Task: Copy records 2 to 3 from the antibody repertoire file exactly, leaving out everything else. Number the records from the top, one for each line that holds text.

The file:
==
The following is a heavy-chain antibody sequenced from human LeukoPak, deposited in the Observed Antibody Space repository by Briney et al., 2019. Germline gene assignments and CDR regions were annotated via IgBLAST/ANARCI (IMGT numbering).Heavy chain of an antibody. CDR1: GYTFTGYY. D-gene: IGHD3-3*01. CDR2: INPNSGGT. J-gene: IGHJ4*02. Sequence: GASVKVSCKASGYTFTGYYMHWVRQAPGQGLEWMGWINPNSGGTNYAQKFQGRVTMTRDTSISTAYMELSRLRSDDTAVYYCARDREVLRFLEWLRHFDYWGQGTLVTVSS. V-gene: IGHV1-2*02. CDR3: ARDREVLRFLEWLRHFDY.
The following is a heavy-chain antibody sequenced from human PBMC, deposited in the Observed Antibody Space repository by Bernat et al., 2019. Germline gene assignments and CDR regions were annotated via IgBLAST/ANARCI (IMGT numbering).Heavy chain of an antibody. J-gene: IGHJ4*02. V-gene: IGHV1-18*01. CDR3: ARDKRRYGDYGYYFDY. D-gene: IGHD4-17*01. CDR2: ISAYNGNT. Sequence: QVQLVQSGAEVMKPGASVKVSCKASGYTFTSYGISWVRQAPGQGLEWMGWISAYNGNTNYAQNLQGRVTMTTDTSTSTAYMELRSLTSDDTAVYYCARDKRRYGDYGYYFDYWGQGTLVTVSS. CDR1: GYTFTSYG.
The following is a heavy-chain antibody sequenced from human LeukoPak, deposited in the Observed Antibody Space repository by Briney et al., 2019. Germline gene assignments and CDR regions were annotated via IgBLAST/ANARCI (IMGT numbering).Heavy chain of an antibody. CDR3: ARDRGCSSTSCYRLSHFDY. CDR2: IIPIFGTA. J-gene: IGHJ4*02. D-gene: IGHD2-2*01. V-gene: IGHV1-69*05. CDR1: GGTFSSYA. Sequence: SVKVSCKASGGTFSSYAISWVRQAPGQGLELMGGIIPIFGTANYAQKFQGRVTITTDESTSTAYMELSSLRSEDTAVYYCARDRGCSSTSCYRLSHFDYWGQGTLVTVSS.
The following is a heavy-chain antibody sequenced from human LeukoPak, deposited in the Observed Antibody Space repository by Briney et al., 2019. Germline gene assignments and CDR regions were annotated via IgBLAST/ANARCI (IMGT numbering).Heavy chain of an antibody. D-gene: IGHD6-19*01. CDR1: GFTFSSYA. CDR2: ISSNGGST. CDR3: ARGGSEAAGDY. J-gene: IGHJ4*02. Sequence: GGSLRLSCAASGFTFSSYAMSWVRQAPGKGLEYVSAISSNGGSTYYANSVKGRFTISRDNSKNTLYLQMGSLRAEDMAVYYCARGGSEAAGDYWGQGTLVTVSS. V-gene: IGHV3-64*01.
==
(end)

The following is a heavy-chain antibody sequenced from human PBMC, deposited in the Observed Antibody Space repository by Bernat et al., 2019. Germline gene assignments and CDR regions were annotated via IgBLAST/ANARCI (IMGT numbering).Heavy chain of an antibody. J-gene: IGHJ4*02. V-gene: IGHV1-18*01. CDR3: ARDKRRYGDYGYYFDY. D-gene: IGHD4-17*01. CDR2: ISAYNGNT. Sequence: QVQLVQSGAEVMKPGASVKVSCKASGYTFTSYGISWVRQAPGQGLEWMGWISAYNGNTNYAQNLQGRVTMTTDTSTSTAYMELRSLTSDDTAVYYCARDKRRYGDYGYYFDYWGQGTLVTVSS. CDR1: GYTFTSYG.
The following is a heavy-chain antibody sequenced from human LeukoPak, deposited in the Observed Antibody Space repository by Briney et al., 2019. Germline gene assignments and CDR regions were annotated via IgBLAST/ANARCI (IMGT numbering).Heavy chain of an antibody. CDR3: ARDRGCSSTSCYRLSHFDY. CDR2: IIPIFGTA. J-gene: IGHJ4*02. D-gene: IGHD2-2*01. V-gene: IGHV1-69*05. CDR1: GGTFSSYA. Sequence: SVKVSCKASGGTFSSYAISWVRQAPGQGLELMGGIIPIFGTANYAQKFQGRVTITTDESTSTAYMELSSLRSEDTAVYYCARDRGCSSTSCYRLSHFDYWGQGTLVTVSS.